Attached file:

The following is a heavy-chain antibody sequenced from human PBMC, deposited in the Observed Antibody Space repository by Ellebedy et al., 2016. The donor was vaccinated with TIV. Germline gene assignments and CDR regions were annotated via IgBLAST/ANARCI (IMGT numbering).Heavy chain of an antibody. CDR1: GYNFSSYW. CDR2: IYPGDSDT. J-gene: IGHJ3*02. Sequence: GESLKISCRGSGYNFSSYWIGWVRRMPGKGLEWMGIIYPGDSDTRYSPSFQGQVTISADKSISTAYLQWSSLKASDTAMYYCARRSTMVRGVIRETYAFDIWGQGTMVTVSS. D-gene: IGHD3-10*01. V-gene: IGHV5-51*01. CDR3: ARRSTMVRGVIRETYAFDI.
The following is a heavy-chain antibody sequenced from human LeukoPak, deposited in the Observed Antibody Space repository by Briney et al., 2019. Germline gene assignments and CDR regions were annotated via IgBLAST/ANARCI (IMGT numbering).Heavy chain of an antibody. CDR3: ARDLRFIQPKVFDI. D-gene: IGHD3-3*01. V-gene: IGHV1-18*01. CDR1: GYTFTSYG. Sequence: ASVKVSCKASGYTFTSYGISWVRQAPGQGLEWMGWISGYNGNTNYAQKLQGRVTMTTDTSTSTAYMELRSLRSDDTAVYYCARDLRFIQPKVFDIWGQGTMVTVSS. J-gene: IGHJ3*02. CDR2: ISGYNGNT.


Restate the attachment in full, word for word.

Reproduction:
The following is a heavy-chain antibody sequenced from human PBMC, deposited in the Observed Antibody Space repository by Ellebedy et al., 2016. The donor was vaccinated with TIV. Germline gene assignments and CDR regions were annotated via IgBLAST/ANARCI (IMGT numbering).Heavy chain of an antibody. CDR1: GYNFSSYW. CDR2: IYPGDSDT. J-gene: IGHJ3*02. Sequence: GESLKISCRGSGYNFSSYWIGWVRRMPGKGLEWMGIIYPGDSDTRYSPSFQGQVTISADKSISTAYLQWSSLKASDTAMYYCARRSTMVRGVIRETYAFDIWGQGTMVTVSS. D-gene: IGHD3-10*01. V-gene: IGHV5-51*01. CDR3: ARRSTMVRGVIRETYAFDI.
The following is a heavy-chain antibody sequenced from human LeukoPak, deposited in the Observed Antibody Space repository by Briney et al., 2019. Germline gene assignments and CDR regions were annotated via IgBLAST/ANARCI (IMGT numbering).Heavy chain of an antibody. CDR3: ARDLRFIQPKVFDI. D-gene: IGHD3-3*01. V-gene: IGHV1-18*01. CDR1: GYTFTSYG. Sequence: ASVKVSCKASGYTFTSYGISWVRQAPGQGLEWMGWISGYNGNTNYAQKLQGRVTMTTDTSTSTAYMELRSLRSDDTAVYYCARDLRFIQPKVFDIWGQGTMVTVSS. J-gene: IGHJ3*02. CDR2: ISGYNGNT.